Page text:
With new software being commercially released later this year, Markforged promises to help companies struggling to accurately 3D print parts. Blacksmith AI is a new tool which automatically adjusts programming to ensure accurate additive production, which the company claims will enable more agile design, process adjustment and more dependable manufacturing. The software is said to create a continuous feedback loop to produce each 3D printed part as it has been designed in the CAD stage, cutting waste and reducing time to market in the process. In short, the design is analyzed, compared to scans of the part, and then the process is automatically modified to build the part as it was originally intended. Blacksmith is also a continuous learning platform, adapting to changes during the process throughout the use of the production machine, and even using cloud-based technologies that enable the connection of all the machines using it in factories around the world, meaning Blacksmith can learn at the speed of global production.
Last May, 3DPrint.com spoke to Markforged founder Greg Mark about AI and he highlighted that “our machine learning software is letting the machine rewrite its own code”, so that “the machine can now improve itself”, letting manufacturers create dependable parts the first time, every time.
Markforged, a supplier of metal and carbon fiber AM systems, headquartered in Watertown, Massachusetts, recently hosted a live webinar to introduce Blacksmith, stating that it is the first artificial intelligence-powered software that makes manufacturing systems ‘aware’, enabling them to automatically adjust programming to ensure every part is produced as designed. Vice President of Product Jon Reilly explained how Blacksmith works and fits into adaptive manufacturing.
“Generally, 3D printers are far more repeatable than they are accurate. This is true with our plastic printers, our metal printers and basically with any printer that exists. That is just because there are errors that come in the toolpathing, but the printers can usually repeat the toolpath. Here, we are converging the actual accuracy of our parts towards the repeatability, so it would work in any printer, in any system that does this automatically, we are just trying to converge to our highest possible amount of accuracy,” suggested Reilly.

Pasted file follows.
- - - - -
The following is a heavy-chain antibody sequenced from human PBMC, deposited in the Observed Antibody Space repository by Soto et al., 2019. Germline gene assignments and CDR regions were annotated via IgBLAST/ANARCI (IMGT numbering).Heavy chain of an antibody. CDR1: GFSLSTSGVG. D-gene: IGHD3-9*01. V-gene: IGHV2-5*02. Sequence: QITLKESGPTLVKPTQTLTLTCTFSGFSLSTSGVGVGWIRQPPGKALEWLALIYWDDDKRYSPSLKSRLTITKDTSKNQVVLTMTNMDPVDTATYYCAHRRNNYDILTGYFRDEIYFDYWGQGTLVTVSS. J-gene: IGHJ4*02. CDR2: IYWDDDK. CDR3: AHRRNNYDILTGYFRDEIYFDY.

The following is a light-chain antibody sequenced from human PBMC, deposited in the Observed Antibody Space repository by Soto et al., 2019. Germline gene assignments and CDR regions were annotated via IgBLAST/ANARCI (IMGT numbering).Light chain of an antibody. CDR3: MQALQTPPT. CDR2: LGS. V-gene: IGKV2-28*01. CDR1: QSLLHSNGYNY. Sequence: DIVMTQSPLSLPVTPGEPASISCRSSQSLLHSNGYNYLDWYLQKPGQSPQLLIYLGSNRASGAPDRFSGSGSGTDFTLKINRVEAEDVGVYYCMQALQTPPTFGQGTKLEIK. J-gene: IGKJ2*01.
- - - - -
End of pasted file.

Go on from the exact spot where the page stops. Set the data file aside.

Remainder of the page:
“We have been working with the software at predictively sintering or predictively scaling a part to make it more accurate, but its really hard because across a wide range of geometries, parts sinter and shrink in different ways, so this (Blacksmith) is the solution that actually nails that problem. Any sintering process, even metal injection moulding, goes through the same iterations because you have the same problem with getting accurate, but they are then incredibly repeatable,” he continued.
So, what does Blacksmith do? It 3D scans the part, then uploads the scan data to the system, automatically alters toolpaths without the engineer having to take any actions, and finally adapts each iteration. With a continuous feedback loop, Blacksmith learns from previous part production so parts become more accurate and precise with each print.
Traditionally 3D printing of metal parts goes through the CAD design stage, then it is uploaded to a software that will automatically generate the 3D printing toolpath, and finally the printed part, which Reilly stated that in many cases is about 20 percent larger than the expected final outcome, which is usually compensated with washing and sintering to reduce the remaining metal powder. But then “the final metal part is probably not exactly CAD intent” so this means that “the system as a whole has no idea it doesn’t fit until the engineer tries to install that part in the application designed”. The expert stated that “if you have to change something, you have to go all the way back to the CAD board”.
“All of a sudden, it does become menacing, because when you have to alter part dimensions to compensate for a print error, the CAD rework is labor and time-intensive. Which is why we thought about a new way to get around this which didn’t involve unit tests (printing small portions of a part), measuring the part afterward and adjusting the dimensions, or post machine parts because altering CAD has unintended consequences. So we started thinking about closed-loop systems and the basis of Blacksmith is that we are going to connect the 3D printers from Markforged with the inspection equipment that the company already has, and use AI to automatically adapt the design to be closer to the CAD intent so that the next print is better,” explained Reilly.